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article imagePenguins love to eat fish, but they probably can't taste them

By Karen Graham     Feb 16, 2015 in Science
Penguins love fish, krill, squid and other sea life they catch while swimming underwater in the cold Antarctic oceans. But did you know they probably can't taste what they are gulping down their throats?
As far as diets go, penguins are way ahead of us landlubbers when it comes to getting enough omega threes. Their diet, rich in fatty fish keeps them far ahead of the curve. But when it comes to enjoying the taste of fish or any of the other sea life they eat, these flightless birds are clueless, say researchers at the University of Michigan.
Sensing environmental cues is essential to the survival and reproduction of any organism, say researchers, and one of the most important is the sense of taste, because it lets us know what food is safe and what could harm us. Generally, vertebrates can detect five different tastes, sweet, sour, bitter, salty, and umami, a "pleasantly savory taste," like the taste of tomatoes fresh from a summer garden.
Using genome and gene sequencing, scientists are inferring that penguins have lost the ability to discern sweet, umami, and bitter tastes. The findings were published today in the journal Current Biology. They say that only two tastes, sour and salty may still be present.
"Penguins eat fish, so you would guess that they need the umami receptor genes, but for some reason they don't have them," Jianzhi 'George' Zhang, a professor in ecology, and evolutionary biology at Michigan, explained in a press release. "These findings are surprising and puzzling, and we do not have a good explanation for them. But we have a few ideas."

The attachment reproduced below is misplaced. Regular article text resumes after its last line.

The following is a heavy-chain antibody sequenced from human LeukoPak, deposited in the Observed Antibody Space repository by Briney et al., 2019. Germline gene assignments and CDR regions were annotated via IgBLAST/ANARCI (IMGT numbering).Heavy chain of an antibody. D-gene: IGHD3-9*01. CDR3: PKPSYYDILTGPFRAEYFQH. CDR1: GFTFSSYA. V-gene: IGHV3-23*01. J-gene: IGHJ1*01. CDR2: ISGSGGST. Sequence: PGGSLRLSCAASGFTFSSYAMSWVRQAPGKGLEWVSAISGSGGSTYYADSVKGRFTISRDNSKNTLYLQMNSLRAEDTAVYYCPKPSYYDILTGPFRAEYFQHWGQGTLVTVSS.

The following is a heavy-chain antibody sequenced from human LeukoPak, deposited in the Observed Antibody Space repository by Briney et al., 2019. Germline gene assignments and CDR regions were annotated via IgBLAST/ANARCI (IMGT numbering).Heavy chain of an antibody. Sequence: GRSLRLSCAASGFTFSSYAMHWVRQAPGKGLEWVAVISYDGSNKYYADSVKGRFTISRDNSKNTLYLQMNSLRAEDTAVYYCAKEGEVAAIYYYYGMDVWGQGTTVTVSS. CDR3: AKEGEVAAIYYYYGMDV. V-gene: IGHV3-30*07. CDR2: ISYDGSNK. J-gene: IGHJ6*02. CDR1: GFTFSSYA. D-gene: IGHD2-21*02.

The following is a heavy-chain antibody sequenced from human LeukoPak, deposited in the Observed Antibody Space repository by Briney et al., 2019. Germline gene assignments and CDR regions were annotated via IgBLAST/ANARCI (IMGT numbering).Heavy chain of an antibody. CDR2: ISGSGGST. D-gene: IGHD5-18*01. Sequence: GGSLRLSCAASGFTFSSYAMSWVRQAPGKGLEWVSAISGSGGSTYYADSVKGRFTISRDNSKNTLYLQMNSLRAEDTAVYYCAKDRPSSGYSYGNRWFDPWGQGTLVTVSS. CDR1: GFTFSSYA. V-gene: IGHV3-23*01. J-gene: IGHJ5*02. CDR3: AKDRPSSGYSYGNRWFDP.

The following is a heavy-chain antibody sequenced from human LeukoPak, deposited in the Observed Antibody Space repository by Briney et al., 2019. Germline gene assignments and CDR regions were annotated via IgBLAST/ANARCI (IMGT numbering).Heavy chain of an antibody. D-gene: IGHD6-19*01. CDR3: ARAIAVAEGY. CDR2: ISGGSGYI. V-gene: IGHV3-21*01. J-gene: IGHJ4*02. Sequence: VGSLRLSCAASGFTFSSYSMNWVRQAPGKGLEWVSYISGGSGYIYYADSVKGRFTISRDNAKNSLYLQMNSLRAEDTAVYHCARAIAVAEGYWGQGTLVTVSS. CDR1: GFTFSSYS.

So the big question is what led to the loss of some of the taste receptors? Zhang says he has a hypothesis, and he told The Verge it is only a hypothesis, but he thinks that it's too cold in Antarctica for the taste receptors to matter. Zhang went on to say that previous research has shown the tongue's receptor channels, which react to taste, don't function very well at lower temperatures when it comes to detecting sweet, cour and umami.
The research team believes that the environment may have been so cold that the receptors became essentially "non-functional" in penguins' ancestors. "Those three tastes … would not be useful any more because the channel is not functioning," Zhang says. "So gradually mutations would accumulate in those genes and eventually they would become lost."
While the study was based entirely on genetic findings, Zhang says additional research will have to be done confirming penguins can't actually taste these foods. The team is sure another study will prove them correct. "It's very clear," Zhang says. If the genes aren't there, he says, then the animals don't have those tastes."
More about Penguins, sense of taste, Evolution, sweet and bitter, to cold to matter
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